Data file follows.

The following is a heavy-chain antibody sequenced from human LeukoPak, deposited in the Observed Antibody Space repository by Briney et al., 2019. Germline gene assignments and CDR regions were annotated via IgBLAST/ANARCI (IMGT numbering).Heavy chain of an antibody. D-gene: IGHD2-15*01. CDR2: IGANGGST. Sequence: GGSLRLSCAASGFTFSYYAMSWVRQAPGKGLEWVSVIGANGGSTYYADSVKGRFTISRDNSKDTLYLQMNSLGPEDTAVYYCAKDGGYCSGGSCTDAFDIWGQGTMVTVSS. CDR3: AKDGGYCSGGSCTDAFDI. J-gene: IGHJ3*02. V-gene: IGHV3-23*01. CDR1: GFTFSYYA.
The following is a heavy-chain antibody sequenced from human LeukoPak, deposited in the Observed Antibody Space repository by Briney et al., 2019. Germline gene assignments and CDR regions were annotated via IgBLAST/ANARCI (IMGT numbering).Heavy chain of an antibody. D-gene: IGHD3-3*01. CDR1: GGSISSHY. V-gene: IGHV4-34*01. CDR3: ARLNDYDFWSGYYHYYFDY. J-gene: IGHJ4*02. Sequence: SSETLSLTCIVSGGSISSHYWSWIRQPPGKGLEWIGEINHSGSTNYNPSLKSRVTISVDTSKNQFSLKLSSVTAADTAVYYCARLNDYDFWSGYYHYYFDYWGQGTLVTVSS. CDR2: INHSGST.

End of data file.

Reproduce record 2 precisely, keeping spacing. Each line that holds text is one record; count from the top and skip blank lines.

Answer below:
The following is a heavy-chain antibody sequenced from human LeukoPak, deposited in the Observed Antibody Space repository by Briney et al., 2019. Germline gene assignments and CDR regions were annotated via IgBLAST/ANARCI (IMGT numbering).Heavy chain of an antibody. D-gene: IGHD3-3*01. CDR1: GGSISSHY. V-gene: IGHV4-34*01. CDR3: ARLNDYDFWSGYYHYYFDY. J-gene: IGHJ4*02. Sequence: SSETLSLTCIVSGGSISSHYWSWIRQPPGKGLEWIGEINHSGSTNYNPSLKSRVTISVDTSKNQFSLKLSSVTAADTAVYYCARLNDYDFWSGYYHYYFDYWGQGTLVTVSS. CDR2: INHSGST.